Senior partner Dymfke Kuijpers shares more on being a business ‘triathlete’, and how consumer companies can embrace three mindsets to navigate current economic headwinds.
Ithink in today’s world you need to be a triathlete. You essentially need to have three mindsets: One of growth, one of frugality, and the final one is of learning.
Think about growth—yes, we’re facing very tough economic circumstances. At the same time, it’s mostly a supply shock crisis. And quite a few consumers are still excited to spend more, particularly in Gen Z, and want to splurge. So, find the growth and go for it would be my number one mindset.
The second one is frugality. But at the same time, you have to take out cost where it doesn’t add any value to reinvest it back into innovation and growth, the first mindset. So, embrace frugality because you’re saving for your customers and your consumers.
And then the third mindset is one of learning. We’re living in times that are so uncertain unless you have a very open mindset. As a CEO and as a leader, understand that you don’t know what you don’t know. So, you can react fast but also use data to be more ahead of competition so you’re not only fast, but you’re faster than competition. Because I think in the end, the people that have a growth mindset are frugal and act fast.
How do these mindsets apply to consumer companies?
I think what you see consumers do is a couple of things. So, they see zero boundaries between the physical and the online. As a consumer company, think about where you are in that ecosystem: Where am I building brands, where am I selling, and how do I play in that zero-boundaries world?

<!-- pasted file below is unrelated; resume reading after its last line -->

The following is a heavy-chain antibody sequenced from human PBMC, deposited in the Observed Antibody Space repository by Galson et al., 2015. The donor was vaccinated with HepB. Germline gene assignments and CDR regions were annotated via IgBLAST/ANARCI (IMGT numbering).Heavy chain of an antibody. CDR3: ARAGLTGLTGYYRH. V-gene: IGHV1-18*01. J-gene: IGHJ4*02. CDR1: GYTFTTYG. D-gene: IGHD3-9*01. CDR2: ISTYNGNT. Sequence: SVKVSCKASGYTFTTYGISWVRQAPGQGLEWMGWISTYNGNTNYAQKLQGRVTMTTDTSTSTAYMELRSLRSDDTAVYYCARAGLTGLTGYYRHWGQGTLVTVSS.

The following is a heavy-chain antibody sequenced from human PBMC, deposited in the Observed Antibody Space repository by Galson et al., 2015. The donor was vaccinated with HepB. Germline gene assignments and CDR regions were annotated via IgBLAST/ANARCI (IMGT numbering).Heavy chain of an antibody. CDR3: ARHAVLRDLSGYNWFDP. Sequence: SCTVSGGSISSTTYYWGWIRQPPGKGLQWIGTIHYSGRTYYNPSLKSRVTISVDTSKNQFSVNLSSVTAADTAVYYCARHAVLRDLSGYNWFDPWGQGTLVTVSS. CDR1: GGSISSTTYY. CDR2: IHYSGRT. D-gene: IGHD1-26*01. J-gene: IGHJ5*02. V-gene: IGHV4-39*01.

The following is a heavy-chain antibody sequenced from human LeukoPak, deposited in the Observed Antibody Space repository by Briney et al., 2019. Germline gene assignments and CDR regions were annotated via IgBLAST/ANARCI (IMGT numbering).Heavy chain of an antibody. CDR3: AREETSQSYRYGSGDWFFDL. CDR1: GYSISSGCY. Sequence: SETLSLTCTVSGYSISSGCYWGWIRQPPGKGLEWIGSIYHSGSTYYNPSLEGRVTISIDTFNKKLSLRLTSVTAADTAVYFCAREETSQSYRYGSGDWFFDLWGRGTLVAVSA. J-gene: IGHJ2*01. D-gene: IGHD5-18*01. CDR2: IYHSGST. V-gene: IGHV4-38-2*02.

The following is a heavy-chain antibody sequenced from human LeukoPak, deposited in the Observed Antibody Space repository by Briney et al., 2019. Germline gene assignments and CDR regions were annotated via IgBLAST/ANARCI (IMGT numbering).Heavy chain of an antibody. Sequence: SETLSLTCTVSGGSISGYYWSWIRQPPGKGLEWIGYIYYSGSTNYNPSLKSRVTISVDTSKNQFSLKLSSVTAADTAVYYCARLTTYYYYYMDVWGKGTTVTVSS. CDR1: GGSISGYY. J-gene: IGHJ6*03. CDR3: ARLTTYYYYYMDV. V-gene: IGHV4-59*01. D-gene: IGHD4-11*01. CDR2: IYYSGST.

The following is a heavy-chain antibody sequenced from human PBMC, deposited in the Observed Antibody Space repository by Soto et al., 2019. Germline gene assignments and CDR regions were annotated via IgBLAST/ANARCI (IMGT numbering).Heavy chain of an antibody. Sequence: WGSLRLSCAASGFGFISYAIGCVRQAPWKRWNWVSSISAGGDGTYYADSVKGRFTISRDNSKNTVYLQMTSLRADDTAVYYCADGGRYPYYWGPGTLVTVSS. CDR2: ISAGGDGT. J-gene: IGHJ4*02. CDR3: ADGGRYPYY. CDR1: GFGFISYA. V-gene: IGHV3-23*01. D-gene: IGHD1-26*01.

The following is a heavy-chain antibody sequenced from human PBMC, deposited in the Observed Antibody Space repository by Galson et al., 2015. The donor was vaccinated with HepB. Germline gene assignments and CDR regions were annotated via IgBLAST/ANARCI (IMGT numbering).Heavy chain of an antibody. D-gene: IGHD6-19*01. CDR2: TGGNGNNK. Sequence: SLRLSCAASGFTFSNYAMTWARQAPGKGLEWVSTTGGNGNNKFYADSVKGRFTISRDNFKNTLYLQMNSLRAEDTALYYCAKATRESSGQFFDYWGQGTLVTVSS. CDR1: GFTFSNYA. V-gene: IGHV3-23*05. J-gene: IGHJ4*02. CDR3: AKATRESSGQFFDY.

I think the second part we see is, there is this tendency to go zero mainstream. People splurge and people save but the middle, eh. So as a consumer company, think about your brand portfolio. As a retailer, think about your assortment. Are you sufficiently polarized at the top end and the bottom end and not stuck in the middle?
I think the third one is consumers increasingly are zero tolerant of companies that are only driving toward profit, not purpose and sustainability. So, actually thinking about what you stand for as a company, not just for your consumers and your brands, but also for your employee value proposition.
So, specific to what we see going on in the consumer world, it’s important to think about where you live in your zero boundaries. Think about where you are in your zero mainstream. And think about where you are in net-zero in terms of playing to purpose and sustainability.